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Turkey: YEDAB counsellor course to boost awareness of sector

Turkey’s Association of Study Abroad Counsellors YEDAB has announced a new strategy encouraging young people to become study abroad counsellors through a university course in the country’s largest city.

Nisantasi University in Turkey's largest city will run the education counsellor course. Photo: maxpixel

OECD expects the Turkish economy to grow by 3.2% in 2020

Partnering with Istanbul’s Nisantasi University, the association noted the new international education counsellor program will “guarantee” graduates a job placement, while increasing “the total quality of the sector by well-educated counsellors”.

“Young people see our job not as a life-long profession but a short-term income source”

YEDAB’s newly elected president, Osman Yilmaz, general manager of Aktif Education Abroad, hopes the project will bring the importance of a booming industry to Turkish students.

“When we gather together with the agents from Turkey, we observe a consultant circulation rate which is not common for many other sectors,” Yilmaz highlighted.

“As YEDAB, we have tried to look behind this problem and discovered that young people see our job not as a life-long profession, but a short-term income source. When we look even deeper, we find out they do not have… information on the sector, the volume of international student exchanges,” he said.

The program will have different modules including theoretical, practical lessons and internships and, following the course’s completion, will culminate in a job-placement.

“It will increase the quality of services agencies give to the students and families, while giving new job opportunities to the young educated people in Turkey,” Yilmaz explained to The PIE News.

Government incentives for hiring young professionals include salary and social security support, Yilmaz noted, encourage agencies to recruit more staff.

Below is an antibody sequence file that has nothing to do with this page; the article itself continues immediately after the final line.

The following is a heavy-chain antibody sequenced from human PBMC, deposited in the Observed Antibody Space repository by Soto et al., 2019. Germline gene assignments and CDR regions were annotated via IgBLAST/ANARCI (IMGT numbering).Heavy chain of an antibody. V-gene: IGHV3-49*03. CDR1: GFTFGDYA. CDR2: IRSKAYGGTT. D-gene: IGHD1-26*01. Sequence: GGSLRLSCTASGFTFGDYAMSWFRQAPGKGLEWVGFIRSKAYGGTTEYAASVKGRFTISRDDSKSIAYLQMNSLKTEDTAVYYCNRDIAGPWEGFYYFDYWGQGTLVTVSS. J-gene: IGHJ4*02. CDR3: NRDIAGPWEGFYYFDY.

Those incentives by the Turkish government were much in response to a struggling economy – earlier in 2019, it also raised the minimum wage. However agents have previously warned that smaller agencies may suffer more from a devalued Turkish Lira than their larger counterparts.

While the OECD has forecast the country’s economy may contract by nearly 2% in 2019, it also expects the economy to grow by around 3% in 2020.

Coupled with a young population – around 40% of the population is under 40 – this growth indicated a strong market potential where education counsellors can thrive.

Yilmaz added that after the announcement, other private universities had also shown an interest in the project aiming to “professionalise” the industry.

“The model we try to create will even be a good example for other agency associations”

The course could also be beneficial for a country with aims to recruit 350,000 international students, the organisation’s president argued, although “acceptances will be limited by the need of these related sectors”.

“[The] content of this program is not only for agencies like us but also for Turkish universities which increase their number of international students day by day,” Yilmaz continued.

“I personally believe the model we… create will be a good example for other agency associations from all over the world.”

For the organisation going forward, YEDAB is planning to cooperate closer and “create a real ongoing 24/7 collaboration between agents who have the moral and commercial standards of good service”.

In February, when Yilmaz was elected YEDAB president, the association counted 93 international and 52 domestic organisations as members.

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